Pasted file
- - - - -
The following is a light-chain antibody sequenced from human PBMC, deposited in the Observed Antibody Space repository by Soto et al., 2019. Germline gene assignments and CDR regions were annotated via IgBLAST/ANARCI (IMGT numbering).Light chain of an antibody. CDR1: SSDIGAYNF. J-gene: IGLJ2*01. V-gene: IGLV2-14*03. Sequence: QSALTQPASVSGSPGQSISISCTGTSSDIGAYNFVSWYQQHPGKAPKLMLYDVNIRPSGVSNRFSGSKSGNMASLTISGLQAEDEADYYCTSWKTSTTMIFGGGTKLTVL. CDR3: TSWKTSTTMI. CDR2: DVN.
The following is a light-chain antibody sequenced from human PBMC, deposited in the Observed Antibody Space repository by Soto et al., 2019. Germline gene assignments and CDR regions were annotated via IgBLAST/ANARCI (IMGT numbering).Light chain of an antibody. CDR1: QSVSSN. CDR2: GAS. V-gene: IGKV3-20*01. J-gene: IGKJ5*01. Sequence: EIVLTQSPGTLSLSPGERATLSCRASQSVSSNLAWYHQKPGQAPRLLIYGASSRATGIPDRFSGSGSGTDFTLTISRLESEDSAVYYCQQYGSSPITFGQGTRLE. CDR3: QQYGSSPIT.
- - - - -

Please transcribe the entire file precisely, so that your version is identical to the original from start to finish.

The following is a light-chain antibody sequenced from human PBMC, deposited in the Observed Antibody Space repository by Soto et al., 2019. Germline gene assignments and CDR regions were annotated via IgBLAST/ANARCI (IMGT numbering).Light chain of an antibody. CDR1: SSDIGAYNF. J-gene: IGLJ2*01. V-gene: IGLV2-14*03. Sequence: QSALTQPASVSGSPGQSISISCTGTSSDIGAYNFVSWYQQHPGKAPKLMLYDVNIRPSGVSNRFSGSKSGNMASLTISGLQAEDEADYYCTSWKTSTTMIFGGGTKLTVL. CDR3: TSWKTSTTMI. CDR2: DVN.
The following is a light-chain antibody sequenced from human PBMC, deposited in the Observed Antibody Space repository by Soto et al., 2019. Germline gene assignments and CDR regions were annotated via IgBLAST/ANARCI (IMGT numbering).Light chain of an antibody. CDR1: QSVSSN. CDR2: GAS. V-gene: IGKV3-20*01. J-gene: IGKJ5*01. Sequence: EIVLTQSPGTLSLSPGERATLSCRASQSVSSNLAWYHQKPGQAPRLLIYGASSRATGIPDRFSGSGSGTDFTLTISRLESEDSAVYYCQQYGSSPITFGQGTRLE. CDR3: QQYGSSPIT.